Outside of these levels, you'll control Luffy as he journeys around Transtown. Transtown is the hub world where players can buy supplies, expand the town to get access to other facilities, such as restaurants and a garden to grow plants, and power up character Strong Words. There are also mini games and sidequests in town, giving a much needed reprieve from the monotony. Some of these sidequests, such as fishing and bug catching, can also be done within the levels, and are often required to find the more rare critters. The best part about Transtown though is the ability to utilize Luffy's rubber abilities to travel. Tapping triangle allows Luffy to grab the nearest highpoint and fling himself into the air. Getting from point A to point B of the town is as simple as slinging yourself across the rooftops. It has a feel of Spider-Man, swinging from building to building, and leaves me with the sense of being torn once more. Just think of the amazing level design that could have been made for EVERY level if this mechanic had been brought into the game. It would almost be an open world version of One Piece! But alas, that is not the case. 

Climbing to get to Doflamingo is entertaining, for a while...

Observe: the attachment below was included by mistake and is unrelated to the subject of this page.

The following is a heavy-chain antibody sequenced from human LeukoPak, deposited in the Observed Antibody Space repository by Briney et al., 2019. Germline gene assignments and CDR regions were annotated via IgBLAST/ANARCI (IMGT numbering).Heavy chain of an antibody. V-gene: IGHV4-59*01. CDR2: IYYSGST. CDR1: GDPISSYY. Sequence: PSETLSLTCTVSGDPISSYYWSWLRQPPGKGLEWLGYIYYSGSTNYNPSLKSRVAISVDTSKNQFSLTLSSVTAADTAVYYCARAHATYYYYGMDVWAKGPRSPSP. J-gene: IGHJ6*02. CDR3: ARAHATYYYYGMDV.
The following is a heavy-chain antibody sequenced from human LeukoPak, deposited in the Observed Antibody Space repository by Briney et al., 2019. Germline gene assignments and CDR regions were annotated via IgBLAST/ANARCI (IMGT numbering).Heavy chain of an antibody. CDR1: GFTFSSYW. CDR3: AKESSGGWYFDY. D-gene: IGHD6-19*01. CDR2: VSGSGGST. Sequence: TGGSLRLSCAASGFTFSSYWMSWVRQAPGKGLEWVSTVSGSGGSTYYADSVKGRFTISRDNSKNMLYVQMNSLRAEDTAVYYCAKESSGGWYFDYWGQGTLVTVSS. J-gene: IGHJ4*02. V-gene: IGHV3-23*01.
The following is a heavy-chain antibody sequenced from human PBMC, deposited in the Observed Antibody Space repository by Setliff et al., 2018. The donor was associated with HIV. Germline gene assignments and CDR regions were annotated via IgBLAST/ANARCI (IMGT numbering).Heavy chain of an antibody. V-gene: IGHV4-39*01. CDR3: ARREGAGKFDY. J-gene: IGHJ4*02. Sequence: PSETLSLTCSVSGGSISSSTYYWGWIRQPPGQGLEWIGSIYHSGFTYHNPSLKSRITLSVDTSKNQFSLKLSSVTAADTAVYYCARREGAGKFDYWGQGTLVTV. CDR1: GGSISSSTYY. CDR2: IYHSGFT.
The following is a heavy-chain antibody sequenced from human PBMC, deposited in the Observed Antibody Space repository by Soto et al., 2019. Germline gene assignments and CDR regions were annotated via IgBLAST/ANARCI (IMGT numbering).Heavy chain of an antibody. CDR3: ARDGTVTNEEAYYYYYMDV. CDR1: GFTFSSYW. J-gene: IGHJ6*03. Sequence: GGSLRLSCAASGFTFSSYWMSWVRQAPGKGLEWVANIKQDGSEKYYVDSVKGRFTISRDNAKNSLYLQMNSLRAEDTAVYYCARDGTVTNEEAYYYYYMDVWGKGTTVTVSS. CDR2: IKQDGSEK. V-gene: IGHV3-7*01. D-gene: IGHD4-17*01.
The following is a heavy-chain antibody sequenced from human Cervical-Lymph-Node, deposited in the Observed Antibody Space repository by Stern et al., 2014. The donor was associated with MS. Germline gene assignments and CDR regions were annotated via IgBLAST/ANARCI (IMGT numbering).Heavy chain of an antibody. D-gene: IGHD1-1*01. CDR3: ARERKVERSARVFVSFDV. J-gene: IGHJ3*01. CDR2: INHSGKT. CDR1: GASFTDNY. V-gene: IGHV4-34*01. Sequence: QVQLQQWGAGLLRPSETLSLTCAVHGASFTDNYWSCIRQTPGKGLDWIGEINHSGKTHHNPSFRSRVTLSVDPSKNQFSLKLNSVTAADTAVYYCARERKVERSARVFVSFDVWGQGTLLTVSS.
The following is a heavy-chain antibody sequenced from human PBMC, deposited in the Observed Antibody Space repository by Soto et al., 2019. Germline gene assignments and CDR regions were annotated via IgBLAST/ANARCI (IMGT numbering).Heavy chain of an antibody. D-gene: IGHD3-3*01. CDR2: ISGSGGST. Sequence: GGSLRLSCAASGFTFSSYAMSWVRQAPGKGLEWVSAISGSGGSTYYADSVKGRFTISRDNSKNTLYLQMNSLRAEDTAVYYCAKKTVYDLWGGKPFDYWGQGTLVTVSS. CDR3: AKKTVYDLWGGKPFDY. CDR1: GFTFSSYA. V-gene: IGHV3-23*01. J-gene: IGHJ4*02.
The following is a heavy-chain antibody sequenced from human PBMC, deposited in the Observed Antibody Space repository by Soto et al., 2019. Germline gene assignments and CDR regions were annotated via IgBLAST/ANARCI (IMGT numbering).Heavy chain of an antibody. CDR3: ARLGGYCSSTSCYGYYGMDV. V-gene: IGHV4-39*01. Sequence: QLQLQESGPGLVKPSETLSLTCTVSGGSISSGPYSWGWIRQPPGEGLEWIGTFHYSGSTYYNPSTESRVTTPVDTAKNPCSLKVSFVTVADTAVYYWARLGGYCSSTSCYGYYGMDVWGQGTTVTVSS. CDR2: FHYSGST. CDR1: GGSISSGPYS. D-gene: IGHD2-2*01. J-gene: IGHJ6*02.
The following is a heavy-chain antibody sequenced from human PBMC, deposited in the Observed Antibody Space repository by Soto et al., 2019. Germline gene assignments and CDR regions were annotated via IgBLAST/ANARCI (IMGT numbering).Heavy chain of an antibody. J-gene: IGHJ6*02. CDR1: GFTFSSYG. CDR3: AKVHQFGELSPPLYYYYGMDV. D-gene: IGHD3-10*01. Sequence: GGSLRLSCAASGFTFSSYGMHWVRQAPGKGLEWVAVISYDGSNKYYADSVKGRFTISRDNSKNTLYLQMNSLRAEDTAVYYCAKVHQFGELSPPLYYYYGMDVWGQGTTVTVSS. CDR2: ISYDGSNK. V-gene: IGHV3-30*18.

Outside the story mode lies the Battle Coliseum. The Battle Coliseum tells the tale of Luffy and his crew, alongside Law, working their way through the ranks to get to Doflamingo. The story is simple, and emulates that of the current manga storyline, but it works well for that purpose. And the best part about the Coliseum: all boss fights! Sure there are modes that involve taking on waves upon waves of fodder, but that's not required. And fighting the bigger bosses in duels reveals even more characters that could not be found within the story mode. Each character you fight can also be unlocked by taking on specific challenges, such as landing two of Nami's special or defeating 500 enemies with Luffy. This mode keeps the re-playability of the game up, especially after feeling a little burnt out on the campaign, but due to the shallowness of the combat system, if you're not a hardcore One Piece fan this mode will also grow wearisome.

I mentioned the trouble of moving anime to video games, and ultimately, One Piece: Unlimited World Red falls victim to a lot of the same issues as other games do. It is a fantastic One Piece game, but it's not a very good game in general. The feeling of being able to utilize your favorite pirate's unique abilities and taking on the iconic characters from the source material is a lot of fun, but if you are not involved in One Piece outside of this game, it's probably better to move on to something else.

6.5 out of 10